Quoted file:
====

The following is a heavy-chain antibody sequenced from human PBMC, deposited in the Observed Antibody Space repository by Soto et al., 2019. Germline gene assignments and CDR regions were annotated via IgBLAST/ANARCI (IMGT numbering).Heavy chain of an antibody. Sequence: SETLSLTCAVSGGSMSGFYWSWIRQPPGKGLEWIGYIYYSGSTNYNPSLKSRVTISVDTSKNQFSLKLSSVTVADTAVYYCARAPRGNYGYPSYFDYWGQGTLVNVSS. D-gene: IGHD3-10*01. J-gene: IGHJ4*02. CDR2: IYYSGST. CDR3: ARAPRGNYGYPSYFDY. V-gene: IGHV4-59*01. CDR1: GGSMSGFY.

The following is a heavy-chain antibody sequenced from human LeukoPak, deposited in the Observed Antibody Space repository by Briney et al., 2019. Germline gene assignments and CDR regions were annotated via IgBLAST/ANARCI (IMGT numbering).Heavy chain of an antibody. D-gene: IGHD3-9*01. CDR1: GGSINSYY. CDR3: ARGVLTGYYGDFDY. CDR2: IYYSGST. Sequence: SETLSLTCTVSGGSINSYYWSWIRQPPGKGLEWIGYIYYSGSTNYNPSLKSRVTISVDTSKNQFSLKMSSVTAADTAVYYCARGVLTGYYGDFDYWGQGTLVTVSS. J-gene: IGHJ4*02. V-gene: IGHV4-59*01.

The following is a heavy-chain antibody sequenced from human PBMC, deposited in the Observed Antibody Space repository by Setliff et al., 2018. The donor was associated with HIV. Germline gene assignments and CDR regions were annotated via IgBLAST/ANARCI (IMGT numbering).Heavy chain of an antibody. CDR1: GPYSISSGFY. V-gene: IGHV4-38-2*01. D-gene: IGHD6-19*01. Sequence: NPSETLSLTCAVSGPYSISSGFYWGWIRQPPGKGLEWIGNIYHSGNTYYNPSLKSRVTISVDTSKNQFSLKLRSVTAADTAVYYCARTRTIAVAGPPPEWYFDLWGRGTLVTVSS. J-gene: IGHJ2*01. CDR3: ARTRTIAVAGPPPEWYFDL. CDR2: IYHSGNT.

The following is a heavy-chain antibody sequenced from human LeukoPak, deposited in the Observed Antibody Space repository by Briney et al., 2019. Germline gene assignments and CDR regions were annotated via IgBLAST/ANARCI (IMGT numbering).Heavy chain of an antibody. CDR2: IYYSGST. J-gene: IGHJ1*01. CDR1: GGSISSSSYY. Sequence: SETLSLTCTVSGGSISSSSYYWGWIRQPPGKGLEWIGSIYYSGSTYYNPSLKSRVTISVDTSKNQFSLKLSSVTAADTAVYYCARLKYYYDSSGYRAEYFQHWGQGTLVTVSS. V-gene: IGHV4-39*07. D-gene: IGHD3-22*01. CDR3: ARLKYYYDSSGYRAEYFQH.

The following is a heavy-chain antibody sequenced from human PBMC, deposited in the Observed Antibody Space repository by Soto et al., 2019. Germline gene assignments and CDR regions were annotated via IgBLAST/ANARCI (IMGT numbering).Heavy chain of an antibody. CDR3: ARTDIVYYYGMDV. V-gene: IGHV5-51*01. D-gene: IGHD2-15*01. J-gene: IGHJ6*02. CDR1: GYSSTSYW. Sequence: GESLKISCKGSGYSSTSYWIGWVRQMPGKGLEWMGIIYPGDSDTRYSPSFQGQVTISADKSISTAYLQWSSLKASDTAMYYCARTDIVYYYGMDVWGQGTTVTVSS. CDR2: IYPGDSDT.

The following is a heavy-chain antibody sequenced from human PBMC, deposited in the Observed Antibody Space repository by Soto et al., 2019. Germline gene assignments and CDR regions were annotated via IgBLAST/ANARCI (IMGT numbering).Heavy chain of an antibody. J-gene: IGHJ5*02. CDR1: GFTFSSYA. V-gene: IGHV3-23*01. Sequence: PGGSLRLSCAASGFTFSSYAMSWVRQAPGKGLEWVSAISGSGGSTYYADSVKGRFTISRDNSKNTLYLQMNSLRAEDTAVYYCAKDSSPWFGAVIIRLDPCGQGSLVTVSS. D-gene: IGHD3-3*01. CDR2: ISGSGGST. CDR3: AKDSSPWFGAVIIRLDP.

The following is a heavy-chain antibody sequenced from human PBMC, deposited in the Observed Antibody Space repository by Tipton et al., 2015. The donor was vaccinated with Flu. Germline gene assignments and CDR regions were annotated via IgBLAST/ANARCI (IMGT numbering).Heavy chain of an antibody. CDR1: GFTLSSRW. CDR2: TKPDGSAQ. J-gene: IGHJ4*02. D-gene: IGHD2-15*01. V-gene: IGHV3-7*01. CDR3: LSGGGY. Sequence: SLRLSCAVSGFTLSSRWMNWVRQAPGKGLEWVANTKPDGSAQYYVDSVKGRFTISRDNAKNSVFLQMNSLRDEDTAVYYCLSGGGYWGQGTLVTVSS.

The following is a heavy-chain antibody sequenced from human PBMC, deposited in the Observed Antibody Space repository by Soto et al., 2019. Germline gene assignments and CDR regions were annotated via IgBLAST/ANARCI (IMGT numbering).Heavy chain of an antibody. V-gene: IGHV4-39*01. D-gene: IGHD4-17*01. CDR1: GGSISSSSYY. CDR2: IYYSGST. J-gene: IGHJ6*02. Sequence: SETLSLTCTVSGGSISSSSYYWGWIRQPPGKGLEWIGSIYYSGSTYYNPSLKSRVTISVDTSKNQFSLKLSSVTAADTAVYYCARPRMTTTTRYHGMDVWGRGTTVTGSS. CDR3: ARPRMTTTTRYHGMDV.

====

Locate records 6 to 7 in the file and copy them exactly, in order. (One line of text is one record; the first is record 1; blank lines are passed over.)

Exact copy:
The following is a heavy-chain antibody sequenced from human PBMC, deposited in the Observed Antibody Space repository by Soto et al., 2019. Germline gene assignments and CDR regions were annotated via IgBLAST/ANARCI (IMGT numbering).Heavy chain of an antibody. J-gene: IGHJ5*02. CDR1: GFTFSSYA. V-gene: IGHV3-23*01. Sequence: PGGSLRLSCAASGFTFSSYAMSWVRQAPGKGLEWVSAISGSGGSTYYADSVKGRFTISRDNSKNTLYLQMNSLRAEDTAVYYCAKDSSPWFGAVIIRLDPCGQGSLVTVSS. D-gene: IGHD3-3*01. CDR2: ISGSGGST. CDR3: AKDSSPWFGAVIIRLDP.

The following is a heavy-chain antibody sequenced from human PBMC, deposited in the Observed Antibody Space repository by Tipton et al., 2015. The donor was vaccinated with Flu. Germline gene assignments and CDR regions were annotated via IgBLAST/ANARCI (IMGT numbering).Heavy chain of an antibody. CDR1: GFTLSSRW. CDR2: TKPDGSAQ. J-gene: IGHJ4*02. D-gene: IGHD2-15*01. V-gene: IGHV3-7*01. CDR3: LSGGGY. Sequence: SLRLSCAVSGFTLSSRWMNWVRQAPGKGLEWVANTKPDGSAQYYVDSVKGRFTISRDNAKNSVFLQMNSLRDEDTAVYYCLSGGGYWGQGTLVTVSS.